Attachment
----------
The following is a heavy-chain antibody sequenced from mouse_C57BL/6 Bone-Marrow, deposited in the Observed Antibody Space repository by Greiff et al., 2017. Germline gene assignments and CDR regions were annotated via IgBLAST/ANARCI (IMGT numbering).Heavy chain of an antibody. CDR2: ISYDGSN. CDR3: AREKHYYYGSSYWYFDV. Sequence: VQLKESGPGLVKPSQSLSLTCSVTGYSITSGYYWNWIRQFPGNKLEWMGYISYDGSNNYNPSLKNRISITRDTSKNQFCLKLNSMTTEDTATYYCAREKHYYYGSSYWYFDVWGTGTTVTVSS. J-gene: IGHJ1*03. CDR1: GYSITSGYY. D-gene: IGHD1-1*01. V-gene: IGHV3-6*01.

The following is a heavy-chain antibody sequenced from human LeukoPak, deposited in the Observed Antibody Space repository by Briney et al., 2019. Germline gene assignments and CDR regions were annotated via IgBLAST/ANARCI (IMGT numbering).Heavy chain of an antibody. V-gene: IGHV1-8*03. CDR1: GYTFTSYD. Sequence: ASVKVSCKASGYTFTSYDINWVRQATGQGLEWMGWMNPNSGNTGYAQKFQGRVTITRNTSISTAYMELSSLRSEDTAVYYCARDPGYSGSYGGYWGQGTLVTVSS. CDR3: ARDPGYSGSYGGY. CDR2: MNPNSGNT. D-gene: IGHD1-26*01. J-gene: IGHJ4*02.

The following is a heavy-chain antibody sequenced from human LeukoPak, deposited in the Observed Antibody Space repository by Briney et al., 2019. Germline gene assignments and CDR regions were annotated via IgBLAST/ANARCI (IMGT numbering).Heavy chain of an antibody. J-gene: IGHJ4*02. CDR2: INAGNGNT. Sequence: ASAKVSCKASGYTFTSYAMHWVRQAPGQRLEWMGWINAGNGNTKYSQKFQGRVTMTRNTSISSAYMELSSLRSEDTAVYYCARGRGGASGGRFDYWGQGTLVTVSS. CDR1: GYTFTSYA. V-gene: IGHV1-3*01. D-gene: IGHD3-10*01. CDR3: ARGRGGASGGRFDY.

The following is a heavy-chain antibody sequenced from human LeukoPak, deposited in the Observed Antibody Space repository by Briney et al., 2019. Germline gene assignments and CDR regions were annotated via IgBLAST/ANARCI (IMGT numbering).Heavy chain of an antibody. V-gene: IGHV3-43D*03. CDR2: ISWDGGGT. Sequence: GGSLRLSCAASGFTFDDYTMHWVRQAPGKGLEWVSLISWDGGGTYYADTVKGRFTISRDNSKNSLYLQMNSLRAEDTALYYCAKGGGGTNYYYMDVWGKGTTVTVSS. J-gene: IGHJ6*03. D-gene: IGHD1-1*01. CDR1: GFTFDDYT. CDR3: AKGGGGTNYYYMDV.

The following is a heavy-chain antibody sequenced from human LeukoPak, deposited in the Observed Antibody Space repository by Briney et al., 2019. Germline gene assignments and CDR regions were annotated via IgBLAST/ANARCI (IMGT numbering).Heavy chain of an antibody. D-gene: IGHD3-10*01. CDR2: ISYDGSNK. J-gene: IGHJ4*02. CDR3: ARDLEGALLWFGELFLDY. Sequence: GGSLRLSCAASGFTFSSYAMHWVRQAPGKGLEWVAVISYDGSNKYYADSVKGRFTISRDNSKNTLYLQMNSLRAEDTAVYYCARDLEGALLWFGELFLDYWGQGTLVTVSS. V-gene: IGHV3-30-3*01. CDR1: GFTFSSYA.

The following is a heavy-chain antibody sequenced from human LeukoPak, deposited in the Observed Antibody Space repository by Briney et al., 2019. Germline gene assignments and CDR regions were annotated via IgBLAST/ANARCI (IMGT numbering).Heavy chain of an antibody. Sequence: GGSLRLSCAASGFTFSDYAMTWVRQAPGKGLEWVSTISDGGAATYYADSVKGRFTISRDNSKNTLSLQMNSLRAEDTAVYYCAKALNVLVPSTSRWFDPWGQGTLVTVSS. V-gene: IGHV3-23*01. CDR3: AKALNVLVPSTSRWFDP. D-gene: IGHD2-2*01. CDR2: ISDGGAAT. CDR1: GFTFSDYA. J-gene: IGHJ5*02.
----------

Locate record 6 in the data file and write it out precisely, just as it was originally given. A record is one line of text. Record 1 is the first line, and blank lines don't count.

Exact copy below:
The following is a heavy-chain antibody sequenced from human LeukoPak, deposited in the Observed Antibody Space repository by Briney et al., 2019. Germline gene assignments and CDR regions were annotated via IgBLAST/ANARCI (IMGT numbering).Heavy chain of an antibody. Sequence: GGSLRLSCAASGFTFSDYAMTWVRQAPGKGLEWVSTISDGGAATYYADSVKGRFTISRDNSKNTLSLQMNSLRAEDTAVYYCAKALNVLVPSTSRWFDPWGQGTLVTVSS. V-gene: IGHV3-23*01. CDR3: AKALNVLVPSTSRWFDP. D-gene: IGHD2-2*01. CDR2: ISDGGAAT. CDR1: GFTFSDYA. J-gene: IGHJ5*02.